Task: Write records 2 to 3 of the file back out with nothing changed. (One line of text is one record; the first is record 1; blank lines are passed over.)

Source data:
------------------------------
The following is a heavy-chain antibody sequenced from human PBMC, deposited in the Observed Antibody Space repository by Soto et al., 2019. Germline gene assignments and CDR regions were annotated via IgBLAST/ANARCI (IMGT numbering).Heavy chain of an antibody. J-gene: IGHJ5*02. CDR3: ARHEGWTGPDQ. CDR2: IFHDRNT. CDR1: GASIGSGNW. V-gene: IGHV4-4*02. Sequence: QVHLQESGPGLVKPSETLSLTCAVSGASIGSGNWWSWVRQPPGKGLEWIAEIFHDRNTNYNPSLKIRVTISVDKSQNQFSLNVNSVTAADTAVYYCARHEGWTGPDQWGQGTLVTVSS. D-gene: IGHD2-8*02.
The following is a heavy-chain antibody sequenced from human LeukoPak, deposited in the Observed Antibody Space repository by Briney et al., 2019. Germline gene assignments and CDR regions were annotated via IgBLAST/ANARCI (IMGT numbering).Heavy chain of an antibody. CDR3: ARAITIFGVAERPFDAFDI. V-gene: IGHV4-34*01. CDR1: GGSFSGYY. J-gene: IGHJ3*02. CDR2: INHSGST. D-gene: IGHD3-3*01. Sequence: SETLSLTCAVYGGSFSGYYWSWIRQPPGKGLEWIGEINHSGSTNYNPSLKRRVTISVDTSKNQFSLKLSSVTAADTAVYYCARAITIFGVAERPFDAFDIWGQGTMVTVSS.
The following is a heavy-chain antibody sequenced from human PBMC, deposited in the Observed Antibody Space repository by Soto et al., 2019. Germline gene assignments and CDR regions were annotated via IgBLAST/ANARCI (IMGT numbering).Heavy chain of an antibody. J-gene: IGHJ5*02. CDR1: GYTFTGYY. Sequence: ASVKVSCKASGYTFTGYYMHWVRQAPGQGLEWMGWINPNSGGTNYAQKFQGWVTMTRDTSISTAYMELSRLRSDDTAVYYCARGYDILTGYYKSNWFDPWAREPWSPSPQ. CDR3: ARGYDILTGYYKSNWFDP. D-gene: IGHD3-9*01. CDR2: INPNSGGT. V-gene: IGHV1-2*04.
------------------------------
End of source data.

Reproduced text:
The following is a heavy-chain antibody sequenced from human LeukoPak, deposited in the Observed Antibody Space repository by Briney et al., 2019. Germline gene assignments and CDR regions were annotated via IgBLAST/ANARCI (IMGT numbering).Heavy chain of an antibody. CDR3: ARAITIFGVAERPFDAFDI. V-gene: IGHV4-34*01. CDR1: GGSFSGYY. J-gene: IGHJ3*02. CDR2: INHSGST. D-gene: IGHD3-3*01. Sequence: SETLSLTCAVYGGSFSGYYWSWIRQPPGKGLEWIGEINHSGSTNYNPSLKRRVTISVDTSKNQFSLKLSSVTAADTAVYYCARAITIFGVAERPFDAFDIWGQGTMVTVSS.
The following is a heavy-chain antibody sequenced from human PBMC, deposited in the Observed Antibody Space repository by Soto et al., 2019. Germline gene assignments and CDR regions were annotated via IgBLAST/ANARCI (IMGT numbering).Heavy chain of an antibody. J-gene: IGHJ5*02. CDR1: GYTFTGYY. Sequence: ASVKVSCKASGYTFTGYYMHWVRQAPGQGLEWMGWINPNSGGTNYAQKFQGWVTMTRDTSISTAYMELSRLRSDDTAVYYCARGYDILTGYYKSNWFDPWAREPWSPSPQ. CDR3: ARGYDILTGYYKSNWFDP. D-gene: IGHD3-9*01. CDR2: INPNSGGT. V-gene: IGHV1-2*04.